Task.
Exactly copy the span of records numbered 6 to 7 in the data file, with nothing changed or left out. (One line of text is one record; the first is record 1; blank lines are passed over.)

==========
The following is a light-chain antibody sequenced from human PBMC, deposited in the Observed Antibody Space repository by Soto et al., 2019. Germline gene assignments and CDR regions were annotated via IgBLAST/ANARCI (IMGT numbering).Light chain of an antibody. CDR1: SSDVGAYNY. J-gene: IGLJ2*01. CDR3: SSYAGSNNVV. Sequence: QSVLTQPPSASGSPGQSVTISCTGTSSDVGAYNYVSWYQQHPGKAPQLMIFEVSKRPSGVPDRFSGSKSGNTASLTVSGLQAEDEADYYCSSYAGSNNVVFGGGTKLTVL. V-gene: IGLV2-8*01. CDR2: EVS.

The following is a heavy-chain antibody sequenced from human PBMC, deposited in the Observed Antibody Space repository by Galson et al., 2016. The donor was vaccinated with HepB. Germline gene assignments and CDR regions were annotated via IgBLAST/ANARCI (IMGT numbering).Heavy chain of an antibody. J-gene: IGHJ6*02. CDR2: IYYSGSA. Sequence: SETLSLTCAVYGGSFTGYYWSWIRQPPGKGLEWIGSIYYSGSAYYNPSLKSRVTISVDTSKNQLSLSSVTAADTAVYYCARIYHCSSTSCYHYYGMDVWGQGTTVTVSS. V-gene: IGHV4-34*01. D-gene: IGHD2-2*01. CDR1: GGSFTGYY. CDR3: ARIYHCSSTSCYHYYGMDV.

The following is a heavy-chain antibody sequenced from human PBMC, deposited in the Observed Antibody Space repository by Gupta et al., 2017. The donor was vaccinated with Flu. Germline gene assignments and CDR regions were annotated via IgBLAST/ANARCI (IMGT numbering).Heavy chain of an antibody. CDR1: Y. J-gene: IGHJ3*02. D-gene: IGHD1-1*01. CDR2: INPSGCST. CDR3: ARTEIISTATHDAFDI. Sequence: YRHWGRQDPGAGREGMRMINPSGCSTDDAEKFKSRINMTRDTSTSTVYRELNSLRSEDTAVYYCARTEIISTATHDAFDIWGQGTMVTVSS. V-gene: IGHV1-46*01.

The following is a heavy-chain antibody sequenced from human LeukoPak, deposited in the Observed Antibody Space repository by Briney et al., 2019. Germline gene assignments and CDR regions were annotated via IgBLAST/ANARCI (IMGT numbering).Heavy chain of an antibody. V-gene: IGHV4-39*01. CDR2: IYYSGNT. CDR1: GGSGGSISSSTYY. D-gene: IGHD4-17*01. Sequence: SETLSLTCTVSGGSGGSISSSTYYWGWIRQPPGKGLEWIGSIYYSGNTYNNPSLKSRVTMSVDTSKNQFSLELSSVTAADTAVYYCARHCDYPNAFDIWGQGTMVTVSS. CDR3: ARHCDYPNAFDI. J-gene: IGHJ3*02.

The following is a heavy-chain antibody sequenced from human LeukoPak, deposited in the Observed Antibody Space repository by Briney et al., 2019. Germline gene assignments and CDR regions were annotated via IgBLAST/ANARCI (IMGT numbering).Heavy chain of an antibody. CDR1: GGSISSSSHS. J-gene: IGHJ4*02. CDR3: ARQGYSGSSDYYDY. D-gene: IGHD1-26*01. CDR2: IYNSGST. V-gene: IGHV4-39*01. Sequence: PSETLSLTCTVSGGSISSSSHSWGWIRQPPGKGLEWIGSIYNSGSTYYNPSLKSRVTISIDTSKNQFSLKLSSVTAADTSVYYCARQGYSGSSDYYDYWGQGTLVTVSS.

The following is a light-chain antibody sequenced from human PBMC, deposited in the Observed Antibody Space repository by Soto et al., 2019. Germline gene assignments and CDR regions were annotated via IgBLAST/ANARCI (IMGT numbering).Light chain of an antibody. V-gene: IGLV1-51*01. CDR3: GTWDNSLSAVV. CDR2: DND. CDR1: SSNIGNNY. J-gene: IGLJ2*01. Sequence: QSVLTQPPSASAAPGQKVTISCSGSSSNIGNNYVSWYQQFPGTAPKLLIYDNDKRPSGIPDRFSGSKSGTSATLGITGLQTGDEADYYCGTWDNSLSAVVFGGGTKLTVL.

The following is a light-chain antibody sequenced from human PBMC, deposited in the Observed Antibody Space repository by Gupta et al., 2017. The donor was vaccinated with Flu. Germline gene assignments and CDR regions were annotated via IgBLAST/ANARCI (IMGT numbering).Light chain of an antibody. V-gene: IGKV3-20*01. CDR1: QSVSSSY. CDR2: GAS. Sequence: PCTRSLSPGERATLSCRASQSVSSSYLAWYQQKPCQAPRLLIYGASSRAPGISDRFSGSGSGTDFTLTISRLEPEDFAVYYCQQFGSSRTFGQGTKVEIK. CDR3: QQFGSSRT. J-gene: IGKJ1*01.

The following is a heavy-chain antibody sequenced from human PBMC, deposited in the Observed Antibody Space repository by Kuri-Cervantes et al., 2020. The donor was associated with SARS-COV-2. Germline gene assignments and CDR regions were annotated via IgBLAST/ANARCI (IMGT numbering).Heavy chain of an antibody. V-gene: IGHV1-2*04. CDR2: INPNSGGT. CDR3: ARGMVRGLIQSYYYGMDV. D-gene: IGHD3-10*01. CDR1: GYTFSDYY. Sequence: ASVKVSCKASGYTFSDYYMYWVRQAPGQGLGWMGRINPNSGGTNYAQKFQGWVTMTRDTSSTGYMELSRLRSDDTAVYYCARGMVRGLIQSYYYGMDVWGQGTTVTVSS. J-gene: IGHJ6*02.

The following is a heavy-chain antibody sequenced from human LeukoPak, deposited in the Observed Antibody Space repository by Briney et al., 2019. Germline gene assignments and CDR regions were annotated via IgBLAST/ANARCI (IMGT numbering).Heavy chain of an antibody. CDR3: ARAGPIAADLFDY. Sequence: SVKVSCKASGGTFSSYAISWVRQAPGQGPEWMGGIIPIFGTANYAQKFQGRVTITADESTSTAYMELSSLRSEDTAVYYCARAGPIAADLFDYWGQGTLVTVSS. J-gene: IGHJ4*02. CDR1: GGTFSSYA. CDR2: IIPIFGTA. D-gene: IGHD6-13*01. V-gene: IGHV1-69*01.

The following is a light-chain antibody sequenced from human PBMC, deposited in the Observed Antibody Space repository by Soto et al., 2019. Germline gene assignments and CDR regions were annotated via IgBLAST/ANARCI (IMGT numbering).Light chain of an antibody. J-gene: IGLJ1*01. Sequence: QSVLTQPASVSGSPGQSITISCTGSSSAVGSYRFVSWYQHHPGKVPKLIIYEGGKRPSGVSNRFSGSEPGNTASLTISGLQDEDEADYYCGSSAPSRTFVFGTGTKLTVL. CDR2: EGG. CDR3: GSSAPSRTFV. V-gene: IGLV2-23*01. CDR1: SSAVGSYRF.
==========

The following is a light-chain antibody sequenced from human PBMC, deposited in the Observed Antibody Space repository by Soto et al., 2019. Germline gene assignments and CDR regions were annotated via IgBLAST/ANARCI (IMGT numbering).Light chain of an antibody. V-gene: IGLV1-51*01. CDR3: GTWDNSLSAVV. CDR2: DND. CDR1: SSNIGNNY. J-gene: IGLJ2*01. Sequence: QSVLTQPPSASAAPGQKVTISCSGSSSNIGNNYVSWYQQFPGTAPKLLIYDNDKRPSGIPDRFSGSKSGTSATLGITGLQTGDEADYYCGTWDNSLSAVVFGGGTKLTVL.

The following is a light-chain antibody sequenced from human PBMC, deposited in the Observed Antibody Space repository by Gupta et al., 2017. The donor was vaccinated with Flu. Germline gene assignments and CDR regions were annotated via IgBLAST/ANARCI (IMGT numbering).Light chain of an antibody. V-gene: IGKV3-20*01. CDR1: QSVSSSY. CDR2: GAS. Sequence: PCTRSLSPGERATLSCRASQSVSSSYLAWYQQKPCQAPRLLIYGASSRAPGISDRFSGSGSGTDFTLTISRLEPEDFAVYYCQQFGSSRTFGQGTKVEIK. CDR3: QQFGSSRT. J-gene: IGKJ1*01.